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Your Tax Dollars At Work: State Department Spends $630,000 Buying Facebook Fans
Wait until the conservative talk shows get ahold of this one: The US State Department spent $630,000 buying Facebook fans via ad campaigns between 2011 and March 2013, then ended up with very low engagement rates when the campaigns ended.
The discovery, first reported by the Washington Examiner, comes via an Inspector General’s office (IG) audit that examined the State Department’s Bureau of Information Programs.
In its 57-page report, the IG’s office says the State Department spent about $630,000 on two Facebook advertising campaigns aimed at increasing the number of fans of some of its English and foreign language pages. The campaigns were part of a “push to expand the bureau’s presence on social media and other digital platforms.” As the report explains, there was internal debate about the spending:
Many in the bureau criticize the advertising campaigns as “buying fans” who may have once clicked on an ad or “liked” a photo but have no real interest in the topic and have never engaged further. Defenders of advertising point to the difficulty of finding a page on Facebook with a general search and the need to use ads to increase visibility.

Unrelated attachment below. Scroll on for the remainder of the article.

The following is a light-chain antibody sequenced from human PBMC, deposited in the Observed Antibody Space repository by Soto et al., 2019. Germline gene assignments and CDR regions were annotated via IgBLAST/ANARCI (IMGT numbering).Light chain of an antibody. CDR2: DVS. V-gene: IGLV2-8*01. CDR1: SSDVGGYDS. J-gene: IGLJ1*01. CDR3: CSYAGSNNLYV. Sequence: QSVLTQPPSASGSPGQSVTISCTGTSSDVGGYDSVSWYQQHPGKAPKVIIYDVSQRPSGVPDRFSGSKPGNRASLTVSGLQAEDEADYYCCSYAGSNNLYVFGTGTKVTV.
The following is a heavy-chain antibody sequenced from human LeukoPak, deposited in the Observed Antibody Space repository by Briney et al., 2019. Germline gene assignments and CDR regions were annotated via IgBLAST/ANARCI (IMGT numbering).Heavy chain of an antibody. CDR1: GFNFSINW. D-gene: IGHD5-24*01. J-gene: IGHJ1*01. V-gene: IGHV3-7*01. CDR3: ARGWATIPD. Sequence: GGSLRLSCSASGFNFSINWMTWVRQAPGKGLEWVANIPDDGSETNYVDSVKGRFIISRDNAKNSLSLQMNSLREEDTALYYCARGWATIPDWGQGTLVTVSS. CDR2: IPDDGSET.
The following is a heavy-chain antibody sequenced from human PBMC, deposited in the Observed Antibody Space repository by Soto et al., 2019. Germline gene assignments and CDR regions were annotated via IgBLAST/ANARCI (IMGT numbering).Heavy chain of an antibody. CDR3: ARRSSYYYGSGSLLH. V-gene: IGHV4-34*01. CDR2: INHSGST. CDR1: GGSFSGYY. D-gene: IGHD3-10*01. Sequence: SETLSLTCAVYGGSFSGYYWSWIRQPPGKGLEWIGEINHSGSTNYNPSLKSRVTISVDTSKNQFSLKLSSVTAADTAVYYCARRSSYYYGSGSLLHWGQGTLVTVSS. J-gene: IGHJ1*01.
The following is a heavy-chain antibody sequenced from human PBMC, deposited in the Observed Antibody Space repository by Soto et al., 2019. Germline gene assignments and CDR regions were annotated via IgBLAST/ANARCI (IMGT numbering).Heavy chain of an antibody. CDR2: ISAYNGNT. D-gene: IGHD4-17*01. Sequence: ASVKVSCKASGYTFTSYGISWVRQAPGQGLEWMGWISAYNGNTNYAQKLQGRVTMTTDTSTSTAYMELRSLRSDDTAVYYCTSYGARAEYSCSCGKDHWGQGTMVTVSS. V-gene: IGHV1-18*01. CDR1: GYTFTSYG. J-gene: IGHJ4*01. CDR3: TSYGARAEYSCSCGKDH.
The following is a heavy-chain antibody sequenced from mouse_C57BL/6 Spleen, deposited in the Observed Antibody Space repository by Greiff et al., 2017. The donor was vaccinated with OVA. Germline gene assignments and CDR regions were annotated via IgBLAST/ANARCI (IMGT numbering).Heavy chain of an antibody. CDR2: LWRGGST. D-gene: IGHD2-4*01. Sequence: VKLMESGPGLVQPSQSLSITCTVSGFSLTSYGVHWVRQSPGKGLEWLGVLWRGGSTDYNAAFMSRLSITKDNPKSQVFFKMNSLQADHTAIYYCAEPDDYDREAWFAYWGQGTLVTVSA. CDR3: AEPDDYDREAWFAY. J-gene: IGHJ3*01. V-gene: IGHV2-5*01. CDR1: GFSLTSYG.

On the bright side, the IG’s report says the ad campaigns worked. Kinda sorta.
The State Department’s English-language pages each went from about 100,000 fans to more than 2.5 million by March 2013, and the foreign-language pages had accumulated from 68,000 to 450,000 fans by the same date.
But there’s an asterisk on those numbers. Even though the English pages had 2.5 million fans, engagement was just over two percent and “many postings had fewer than 100 comments or shares.”
Ahhhh, so it’s the age-old debate that faces all marketers: Is it better to have a lot of fans with low engagement rates, or less fans that are more engaged?
The Inspector General’s office has an answer for the State Department. It should
…reduce spending and increase strategic impact by focusing its advertising not on raising overall fan numbers or general engagement statistics but on accomplishing specific PD [public diplomacy] goals.
Focus on goals, not fans. Good advice and perhaps surprising that it’s needed by an administration that’s been praised repeatedly for its social media prowess.
Postscript: See our follow-up story, US State Department: After Audit, We’ve Cut Our Facebook Spend By 90%.